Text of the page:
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Newly diagnosed. How do I make sense of all of this?


New Here
Hi all,

I'm a 38yo male, newly diagnosed with C-PTSD (with the Fawning repsonse type). I've been listening to a some YouTube video and listening to the audio book "Complex PTSD: From Surviving to Thriving" and whilst I tick almost all of the symptoms I'm not really sure how it came about exactly.

Pretty much all of the content I've listened to refers to bad parenting being the cause of C-PTSD. But this was not the case for me. My parents were and are great. Supportive, calm, rarely argue. Home was a pretty stress-free environment. My home life as a child did not reflect the examples given in the literature.

School, on the other hand, was different. I grew up in the country with a lot of freedoms - playing outside, exploring, etc. School was the opposite to that - very rigid, lots of rules, stuck inside all day, teachers yelling at you if you stepped out of line. I would get into trouble quite a lot, not because I was a bad kid but because I didn't really understand the rules. At first getting into trouble didn't really affect me to much, but about 6 months in I just kind of snapped. I remember getting into trouble yet again and just breaking down into tears. I kept saying that I didn't understand why I was getting into trouble. I just remember feeling very broken and sad. From that day one I was an ultra-good kid. I would check in with the teachers several times throughout the day to see if I had done something wrong. I would cry whenever a teacher raised their voice at me, I would cry before school begging my parents not to take me. Although I didn't get in trouble much anymore school became a source of absolute misery for me. I became quiet, shy and jumpy.

Things only got worse in high school. Although I no longer had any issues getting into trouble with teachers, my timidness and shyness made me an easy target for bullies. I went to a very small high school with very few cliques - if you didn't fit in with the group there was no other group to fit in with. I was bullied very, very badly, and at one time sexually assaulted. This was the time I started developing suicidal ideations. I had the repeating thought on my walk to school "If you were dead you wouldn't have to do this anymore".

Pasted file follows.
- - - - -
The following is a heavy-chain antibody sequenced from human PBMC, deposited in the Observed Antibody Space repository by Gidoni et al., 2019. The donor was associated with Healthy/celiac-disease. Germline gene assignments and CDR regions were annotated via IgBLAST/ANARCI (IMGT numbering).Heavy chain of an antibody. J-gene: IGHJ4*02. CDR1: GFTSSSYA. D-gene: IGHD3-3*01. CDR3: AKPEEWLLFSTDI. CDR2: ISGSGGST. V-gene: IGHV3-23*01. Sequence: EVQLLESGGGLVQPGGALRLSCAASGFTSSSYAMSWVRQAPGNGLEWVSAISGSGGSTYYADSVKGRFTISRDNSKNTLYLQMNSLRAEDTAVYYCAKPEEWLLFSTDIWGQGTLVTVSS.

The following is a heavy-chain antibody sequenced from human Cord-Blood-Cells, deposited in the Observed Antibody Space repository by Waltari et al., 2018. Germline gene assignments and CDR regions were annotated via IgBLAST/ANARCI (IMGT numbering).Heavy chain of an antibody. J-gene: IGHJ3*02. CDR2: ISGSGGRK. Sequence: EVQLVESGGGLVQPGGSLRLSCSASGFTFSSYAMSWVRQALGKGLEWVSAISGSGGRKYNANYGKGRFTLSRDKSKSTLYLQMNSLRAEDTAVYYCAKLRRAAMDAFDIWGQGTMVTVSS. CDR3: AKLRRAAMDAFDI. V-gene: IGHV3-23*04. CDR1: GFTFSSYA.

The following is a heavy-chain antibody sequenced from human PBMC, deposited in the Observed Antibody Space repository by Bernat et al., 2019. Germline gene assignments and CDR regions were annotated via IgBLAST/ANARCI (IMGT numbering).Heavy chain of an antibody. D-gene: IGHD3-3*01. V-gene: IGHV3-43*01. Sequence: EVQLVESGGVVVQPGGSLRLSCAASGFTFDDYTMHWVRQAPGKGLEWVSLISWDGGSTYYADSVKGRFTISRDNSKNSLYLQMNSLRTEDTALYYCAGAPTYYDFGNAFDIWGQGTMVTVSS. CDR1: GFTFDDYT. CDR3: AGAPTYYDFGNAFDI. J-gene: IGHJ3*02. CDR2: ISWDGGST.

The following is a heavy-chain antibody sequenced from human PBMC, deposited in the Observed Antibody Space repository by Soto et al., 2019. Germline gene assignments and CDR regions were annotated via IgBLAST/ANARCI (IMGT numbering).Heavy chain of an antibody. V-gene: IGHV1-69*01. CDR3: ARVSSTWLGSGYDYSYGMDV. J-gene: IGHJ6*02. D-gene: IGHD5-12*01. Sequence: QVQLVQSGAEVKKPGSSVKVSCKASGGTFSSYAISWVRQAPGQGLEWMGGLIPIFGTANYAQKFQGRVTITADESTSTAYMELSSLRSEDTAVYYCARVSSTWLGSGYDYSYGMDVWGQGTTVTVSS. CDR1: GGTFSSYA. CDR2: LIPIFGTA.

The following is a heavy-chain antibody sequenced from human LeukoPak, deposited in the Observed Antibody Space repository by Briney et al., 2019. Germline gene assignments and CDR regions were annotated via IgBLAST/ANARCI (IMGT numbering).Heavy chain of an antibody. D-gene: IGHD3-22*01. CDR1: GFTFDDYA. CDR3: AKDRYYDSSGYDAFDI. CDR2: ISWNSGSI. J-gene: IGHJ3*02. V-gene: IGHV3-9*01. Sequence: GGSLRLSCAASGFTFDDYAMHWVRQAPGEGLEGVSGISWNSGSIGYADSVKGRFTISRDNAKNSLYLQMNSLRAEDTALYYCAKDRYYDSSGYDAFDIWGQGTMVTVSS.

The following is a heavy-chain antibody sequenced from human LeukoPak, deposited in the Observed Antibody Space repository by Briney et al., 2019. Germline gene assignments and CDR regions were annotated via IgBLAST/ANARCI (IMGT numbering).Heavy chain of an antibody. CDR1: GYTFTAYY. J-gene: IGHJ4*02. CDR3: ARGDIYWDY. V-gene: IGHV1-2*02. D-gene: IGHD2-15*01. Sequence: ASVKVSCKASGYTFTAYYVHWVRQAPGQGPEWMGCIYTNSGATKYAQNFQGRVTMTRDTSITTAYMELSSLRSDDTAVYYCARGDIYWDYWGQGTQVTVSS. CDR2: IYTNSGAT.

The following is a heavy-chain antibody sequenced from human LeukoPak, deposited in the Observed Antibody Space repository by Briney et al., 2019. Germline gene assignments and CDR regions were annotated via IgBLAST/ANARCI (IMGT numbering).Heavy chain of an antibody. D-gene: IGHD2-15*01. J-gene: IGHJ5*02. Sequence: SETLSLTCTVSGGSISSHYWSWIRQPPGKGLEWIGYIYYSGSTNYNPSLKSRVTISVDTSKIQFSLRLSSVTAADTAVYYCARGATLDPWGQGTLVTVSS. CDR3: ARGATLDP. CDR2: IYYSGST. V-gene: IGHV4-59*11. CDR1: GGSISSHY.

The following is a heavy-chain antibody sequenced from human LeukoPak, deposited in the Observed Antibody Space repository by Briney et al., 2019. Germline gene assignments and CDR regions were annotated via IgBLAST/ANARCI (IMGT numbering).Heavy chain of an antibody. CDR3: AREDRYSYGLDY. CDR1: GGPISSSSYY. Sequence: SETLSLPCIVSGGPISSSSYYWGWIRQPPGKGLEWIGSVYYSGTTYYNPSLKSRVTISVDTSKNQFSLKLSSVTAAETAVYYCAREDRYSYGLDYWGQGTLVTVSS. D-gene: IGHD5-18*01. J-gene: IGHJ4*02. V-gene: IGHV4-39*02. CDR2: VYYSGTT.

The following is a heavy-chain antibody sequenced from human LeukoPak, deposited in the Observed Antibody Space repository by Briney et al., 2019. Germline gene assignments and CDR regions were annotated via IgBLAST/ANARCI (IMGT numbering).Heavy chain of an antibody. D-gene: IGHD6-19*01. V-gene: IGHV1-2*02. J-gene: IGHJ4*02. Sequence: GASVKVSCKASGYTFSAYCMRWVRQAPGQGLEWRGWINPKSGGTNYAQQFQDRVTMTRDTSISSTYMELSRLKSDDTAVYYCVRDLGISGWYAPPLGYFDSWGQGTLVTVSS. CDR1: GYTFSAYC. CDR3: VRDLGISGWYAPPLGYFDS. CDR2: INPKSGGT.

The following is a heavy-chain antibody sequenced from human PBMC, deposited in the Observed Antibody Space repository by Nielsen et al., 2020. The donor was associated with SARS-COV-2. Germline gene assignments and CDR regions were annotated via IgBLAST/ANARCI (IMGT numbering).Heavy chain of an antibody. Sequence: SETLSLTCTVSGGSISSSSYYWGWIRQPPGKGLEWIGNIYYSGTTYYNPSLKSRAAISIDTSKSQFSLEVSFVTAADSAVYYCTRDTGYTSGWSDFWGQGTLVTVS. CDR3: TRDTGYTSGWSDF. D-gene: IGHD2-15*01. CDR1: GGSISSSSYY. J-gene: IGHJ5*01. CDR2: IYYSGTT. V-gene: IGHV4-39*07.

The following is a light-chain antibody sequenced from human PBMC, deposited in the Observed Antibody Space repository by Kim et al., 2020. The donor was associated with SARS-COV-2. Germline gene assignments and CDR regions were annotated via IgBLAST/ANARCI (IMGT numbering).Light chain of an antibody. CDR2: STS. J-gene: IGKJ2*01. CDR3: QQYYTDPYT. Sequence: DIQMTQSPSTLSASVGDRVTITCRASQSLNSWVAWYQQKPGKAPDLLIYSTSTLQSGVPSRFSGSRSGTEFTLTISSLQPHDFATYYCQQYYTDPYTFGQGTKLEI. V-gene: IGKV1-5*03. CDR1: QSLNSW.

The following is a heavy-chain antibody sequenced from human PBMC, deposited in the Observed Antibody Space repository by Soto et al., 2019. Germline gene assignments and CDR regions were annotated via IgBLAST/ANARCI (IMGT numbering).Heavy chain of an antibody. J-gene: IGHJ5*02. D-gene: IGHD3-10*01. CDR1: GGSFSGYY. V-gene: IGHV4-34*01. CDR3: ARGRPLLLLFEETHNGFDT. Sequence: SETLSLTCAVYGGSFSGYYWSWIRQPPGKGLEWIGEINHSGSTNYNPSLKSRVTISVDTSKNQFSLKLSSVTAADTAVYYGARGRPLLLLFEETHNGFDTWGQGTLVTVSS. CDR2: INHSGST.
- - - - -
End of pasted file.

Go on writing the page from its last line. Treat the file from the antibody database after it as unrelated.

During my adult years, all of this pretty much disappeared but I still felt very down. I think because the workplace had similar connotations to school - have to be "locked in" there for a set amount of time, following orders from bosses, etc. Also, the bullying and "loss of self" had a very bad effect on my confidence, self worth, and social life.

I've had a few relationships with some very lovely and kind partners, but after a while they felt more like duty for some reason - eg I had a duty to ensure they were happy which often meant sacrificing my own happiness. Fawning, I guess. To my own shame and regret, I just got burnt out in these relationships. They did nothing wrong, but I just got too exhausted trying to constantly "provide" and be a good partner for them (even though they didn't necessarily need it) - of course, playing the role of People Pleaser.

About 4 years ago I met my current partner. Things are different in this relationship. To be blunt she frightens me at times. Her personality really digs into to my C-PTSD triggers. She has a short fuse and often gets angry. She likes things to be very orderly around the house and with our activities - aka there are many "rules". She often "gets me into trouble" (starts an argument) for doing things I feel are harmless (eg playing video games). When we have an argument, I get completely bulldozed and end up Fawning and betraying myself by agreeing to do things that I don't feel comfortable with. I've realised I've given so much up (hobbies, possessions, friendships) just to mitigate the chances of an argument. I also never voice my feelings anymore because they are likely to either cause and argument or be "logiced" away.